2. Putin's forces wiping towns from the face of the Earth

Volodymyr Zelensky has pleaded with the West to send multiple-launch rocket systems to Ukraine as soon as possible to give it a chance against the Russian offensive in the eastern Donbas.

"We are fighting for Ukraine to be provided with all the weapons needed to change the nature of the fighting and start moving faster and more confidently toward the expulsion of the occupiers," Mr Zelensky said in his nightly video address to the nation.

He said Russian forces were wiping some eastern towns from the face of the Earth and the region could end up uninhabited.

"They want to turn Popasna, Bakhmut, Lyman, Lysychansk and Sievierodonetsk into ashes as they did with Volnovakha and Mariupol," Mr Zelensky said.

Mr Zelensky said at least nine people had been killed and 19 wounded in the shelling on Thursday of Kharkiv, Ukraine's second-largest city. Among those killed was a five-month-old baby and the infant's father, with the child's mother seriously injured.

Mr Zelensky also had harsh words for members of the European Union who are resisting imposing even tougher sanctions on Russia including a ban on the import of Russian oil and gas, the major source of revenue for Moscow.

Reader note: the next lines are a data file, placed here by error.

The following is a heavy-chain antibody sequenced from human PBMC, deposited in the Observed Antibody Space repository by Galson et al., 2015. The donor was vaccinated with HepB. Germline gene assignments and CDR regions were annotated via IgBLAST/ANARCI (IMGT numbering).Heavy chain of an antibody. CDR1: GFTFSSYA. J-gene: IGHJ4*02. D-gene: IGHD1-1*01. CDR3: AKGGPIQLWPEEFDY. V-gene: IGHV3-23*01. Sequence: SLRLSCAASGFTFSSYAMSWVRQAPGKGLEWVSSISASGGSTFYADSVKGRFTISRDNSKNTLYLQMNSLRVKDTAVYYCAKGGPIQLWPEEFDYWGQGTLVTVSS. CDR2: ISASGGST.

3. Intense fighting in Sievierodonetsk

The Ukrainian city of Sievierodonetsk is the centre of fierce fighting in the east of the country. Its mayor, Oleksandr Stryuk, said the city was holding out even though a Russian reconnaissance and sabotage group went into a city hotel.

Mr Stryuk said at least 1,500 people had been killed in Sievierodonetsk and about 12,000 to 13,000 remained in the city, where 60 per cent of residential buildings had been destroyed.

Sievierodonetsk is the only part of the Luhansk region in the Donbas under Ukrainian government control, and Russian forces have been trying to cut it off from the rest of Ukrainian-controlled territory.

Mr Stryuk said the main road between the neighbouring town of Lysychansk and Bakhmut to the southwest remained open, but travel was dangerous.